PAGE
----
Dreadnought – The Light Shalt Be Ungiven (2019) REVIEW

Shackled within an ornately dug subterranean abyss far beneath the light and the living rests the detested ‘lucifer’ of their world. A thousand mile pit of detestation in gut and an eternity of electric rage in mind makes creature of the dethroned. Their vengeance is the very bile to liquefy the self unto freedom, churning with a now perpetual and eternal hunger to abate the light and starve all life to glorious death. Captivity would rot the burning stomach of the celestial to the point of such rawness that a deity, a daimon, would arrive positing a plan and a price for the freedom that revenge might bring. The great sacrifice made, and the wretched end beyond, strive to embellish and adorn a high-concept debut from what is perhaps the most compelling ‘new old school’ death metal band out of Poland today, seeping from the minds of Gdańsk based Dreadnought. ‘The Light Shalt be Ungiven’ is itself a cleverly woven tragedy in the auld sense of the word, a parable and legend writ in the hand of nihilistic decadence and accompanied by an hour long death metal album that’d venture a mind-easing blend of classic death metal and post-music. To sit and allow them to deliver what is nothing short of greatness is to enrich the ‘self’ with long overdue abstraction and rearrange the fractured curse of duality into the many shades of a greater graying future.  

‘The Light Shalt Be Ungiven’ is not only a fine concept album and an admirably high-quality debut for a death metal band of their ilk but a ‘true canon’ introduction to the world of death metal after releasing a demo in 2015 and an EP in 2016, which they deemed ‘sloppy’ in hindsight. I particularly liked ‘The Day of Extermination’ EP though it was admittedly yet formed in terms of rhythm and lead guitar work. The style there was influenced by their shared love of Bolt Thrower and perhaps groups like Chapel of Disease. Since then they’ve swapped in the drummer from thrash metal band Repulsor (Michał Bława) and a much more competent second guitarist (Maciej Lenartowicz) and their rhythmic capabilities had quadrupled overnight. They’re still playing a style heavily influenced by early Scandinavian and British death metal but their variation often bleeds into the realm of earlier Execration and Morbus Chron. They’re not completely lost in space though, and the first half of this record sounds a bit more like Gorefest‘s ‘Mindloss’ before it begins to toy with atmospherics and an Obliteration-esque stature. I often associate this style of death metal with Cadaver‘s ‘…In Pains’ but there are scores of German and Swedish death metal records that’ve toyed with similar ideas over the years with varying degrees of success. Much of the nuance and adventurous rhythm guitar work I’ve mentioned won’t be all that apparent as the album introduces itself but by the time you’re halfway through “Essence of Duality” it becomes clear you’re not listening to a run-of-the-mill death metal record.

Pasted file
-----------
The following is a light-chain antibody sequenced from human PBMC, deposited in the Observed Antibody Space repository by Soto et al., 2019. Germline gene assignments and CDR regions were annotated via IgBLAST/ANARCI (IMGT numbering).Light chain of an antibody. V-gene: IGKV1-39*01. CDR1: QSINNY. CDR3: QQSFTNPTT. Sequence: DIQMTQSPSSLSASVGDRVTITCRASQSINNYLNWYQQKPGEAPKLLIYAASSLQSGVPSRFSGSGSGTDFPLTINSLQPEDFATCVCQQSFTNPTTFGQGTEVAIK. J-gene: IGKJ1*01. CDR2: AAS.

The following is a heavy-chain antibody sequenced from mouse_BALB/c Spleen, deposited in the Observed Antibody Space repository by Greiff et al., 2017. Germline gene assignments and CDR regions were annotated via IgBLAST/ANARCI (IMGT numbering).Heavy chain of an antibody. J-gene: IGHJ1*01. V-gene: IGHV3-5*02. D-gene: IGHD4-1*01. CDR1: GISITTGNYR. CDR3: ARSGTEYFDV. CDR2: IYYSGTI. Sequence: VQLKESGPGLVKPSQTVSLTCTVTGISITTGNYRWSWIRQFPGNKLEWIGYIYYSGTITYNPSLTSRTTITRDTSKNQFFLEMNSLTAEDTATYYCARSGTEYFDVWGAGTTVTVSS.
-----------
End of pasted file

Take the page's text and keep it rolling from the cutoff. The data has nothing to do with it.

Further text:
The ethereal but still weirdly 90’s “Eos” interlude really does signal a third and final act where Dreadnought absolutely burst from their shell into their full range on the two part “Necromantica”. On repeat listens I found myself struggling to not just skip right to this point of the album because it is so redeeming when it hits but, all the more exciting after the first half of the record builds towards it with strong, slightly twisted, old school death metal. The title track is the big apex of the record at 9+ minutes and it builds towards this slickly jangling post-death metal ‘rock’ moment that places it among the most memorable on pieces on the album. At this point it does become pertinent to suggest that Dreadnought haven’t aimed at a brutal throng of brain-damaging riffs so much as an atmospheric experience that still resembles the classic style of death metal in the first half of the 90’s. They’ve done a fine job of it and should be commended as such, again impressing with the professional sheen of the experience and packaging despite being self-financed. The only bump in the road is incredibly minor and admittedly meant to serve the narrative more than the listening experience as “Epitaph of Evil” feels extraneous as a six minute instrumental outro right after the already very redeeming title track offers the final peak of the listen. Again, a minor issue where some brevity might have made the listen slightly more accessible.

‘The Light Shalt Be Ungiven’ is exactly the sort of mid-to-high tier ‘new old school’ death metal record that’d fit comfortably on the FDA Records or Pulverized Records line-up where the old school is fully honored but pushed to a new point of interest and personality that is a strong first point of signature for Dreadnought. This Gdańsk death metal quartet should be proud of this first strike for what a seriously conceived and admirably adventurous effort it is. Highly recommended, as a professional and entertaining death metal debut. For preview I’d say start right at the crux of differentiation with “Guardian of the Ancient Ice” and then straight into the glory of “Necromantica” parts I and II.


Artist Dreadnought
Type Album
Released April 20, 2019
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Genre Death Metal

The oblivion of the individual. 4.25/5.0

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